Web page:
Will Brexit break old patterns of Anglo-Irish migration?

Ireland and Britain have been a common labour market for decades. That may change

London: A traditional destination for Irish emigrants going to the UK. Photograph: Odd Andersen/AFP/Getty Images

London: A traditional destination for Irish emigrants going to the UK. Photograph: Odd Andersen/AFP/Getty Images

 

For the past two centuries Irish people have been free to move to Britain to seek employment. Although such migration was more restricted during the Second World War, when work permits were required, even then quite a number of people still emigrated to work in Britain. For most of the period since the Famine this population movement was generally one way: from Ireland to Britain. While some people eventually returned to Ireland, the majority stayed to make a new life in cities such as Manchester and London.

Since the 1960s the ready availability of work in Britain was the key factor driving emigration: when unemployment was much higher in Ireland more people emigrated to find work. However, for much of the past two centuries the headline unemployment rate in Ireland was not a good guide to the difficulty of finding employment. For example, those working on the family farm were not technically unemployed. However, the combination of a greater likelihood of finding employment in Britain, and the higher potential earnings from that employment, drove emigration.

Without the ready option of going to Britain to get work, the likely outcome would have been much lower wages in Ireland, given a large supply of underutilised labour. In a study of the potential labour market effects of Brexit, the ESRI quantified what would happen if emigration to Britain were blocked during a recession: for example, if the numbers on the Irish job market were increased by 60,000 this would cause wages to fall by 4 per cent. Both this study, and a large body of work by the late Prof Brendan Walsh, illustrate the close link between wage rates, unemployment and migration.

Common labour market

Last week the Central Statistics Office published data on wage rates from 1938. It is also possible to link these series back even further to the mid-1920s, giving a pretty good picture dating almost from the foundation of the State.

Throughout that period Irish people were able to compare what they could earn by remaining in Ireland with what they could earn in Britain. The result was that Ireland was effectively part of a common labour market with Britain.

This integrated labour market meant that wage rates tended to move in tandem in Ireland and Britain. In the 1930s Irish hourly earnings in manufacturing were about 60 per cent of rates in Britain. This ratio remained unchanged for the 1940s and the 1950s. Irish people were prepared to work at home for significantly less than they could earn in Britain but, if the differential was too great, they were prepared to emigrate.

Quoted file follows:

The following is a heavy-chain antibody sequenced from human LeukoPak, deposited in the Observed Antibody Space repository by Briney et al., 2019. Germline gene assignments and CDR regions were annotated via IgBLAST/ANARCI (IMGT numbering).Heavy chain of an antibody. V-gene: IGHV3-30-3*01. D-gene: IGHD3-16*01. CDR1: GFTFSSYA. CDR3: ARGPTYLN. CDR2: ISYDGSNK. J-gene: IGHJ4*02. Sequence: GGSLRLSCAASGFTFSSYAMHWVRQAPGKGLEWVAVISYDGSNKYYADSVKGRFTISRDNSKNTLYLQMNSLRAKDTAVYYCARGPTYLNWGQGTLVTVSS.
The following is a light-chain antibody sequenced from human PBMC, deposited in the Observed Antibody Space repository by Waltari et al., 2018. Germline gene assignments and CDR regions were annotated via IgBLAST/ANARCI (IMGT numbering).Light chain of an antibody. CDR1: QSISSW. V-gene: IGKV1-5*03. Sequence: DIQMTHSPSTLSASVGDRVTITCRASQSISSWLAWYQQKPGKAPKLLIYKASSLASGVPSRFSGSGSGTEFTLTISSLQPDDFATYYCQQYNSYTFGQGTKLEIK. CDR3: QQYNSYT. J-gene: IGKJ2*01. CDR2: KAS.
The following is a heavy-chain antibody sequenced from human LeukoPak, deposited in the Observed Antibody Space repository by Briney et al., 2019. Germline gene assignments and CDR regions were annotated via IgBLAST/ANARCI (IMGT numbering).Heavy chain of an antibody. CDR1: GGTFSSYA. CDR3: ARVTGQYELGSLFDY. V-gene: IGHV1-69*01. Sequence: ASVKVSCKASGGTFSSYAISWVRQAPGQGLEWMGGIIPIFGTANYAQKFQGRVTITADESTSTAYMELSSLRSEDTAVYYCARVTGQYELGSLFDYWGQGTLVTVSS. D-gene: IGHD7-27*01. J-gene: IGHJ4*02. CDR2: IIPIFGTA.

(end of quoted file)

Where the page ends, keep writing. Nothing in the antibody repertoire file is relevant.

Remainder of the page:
However, over the 1960s things changed dramatically, and Irish wage rates rose to broadly match wage rates in Britain by 1970. Why exactly this happened is a fruitful area for research. This upward adjustment in Irish wage rates slowed growth in the domestic economy: many firms that had grown up with a protected home market found they could not pay the higher wages and they closed. However, once the adjustment was completed, the previous pattern, whereby growth in Irish wage rates tracked those in Britain, was restored.

Two-way migration

From the end of the 1970s, exchange-rate movements led to quite large temporary divergences between British and Irish wage rates. However, the possibility of migration in both directions continued to anchor the long-term relationship between the returns in each labour market.

From Ireland’s entry to the EU in 1973 up to 2016, Irish hourly wage rates in manufacturing were, on average, slightly higher than in the UK. Over the period, if labour-market circumstances were more favourable in Ireland, emigrants returned, and in bad times, such as the post-2008 crisis, more left.

The costs of migration are also dramatically lower today than in the past. Travel is easier and cheaper, and modern communications permit continued contact with family and friends wherever one is working. This helps explain why expectations of young Irish workers so easily encompass labour-market opportunities in the UK and in other countries.

While immigration into the UK will be restricted after Brexit, it seems very unlikely that it will affect Irish citizens. However, the negative impact of Brexit on the UK economy is likely to see a slower growth in wage rates there in the future. It remains to be seen whether this will affect wage rates in Ireland, as it would have in the past, or whether young Irish workers set their sights on what is available elsewhere in the EU.

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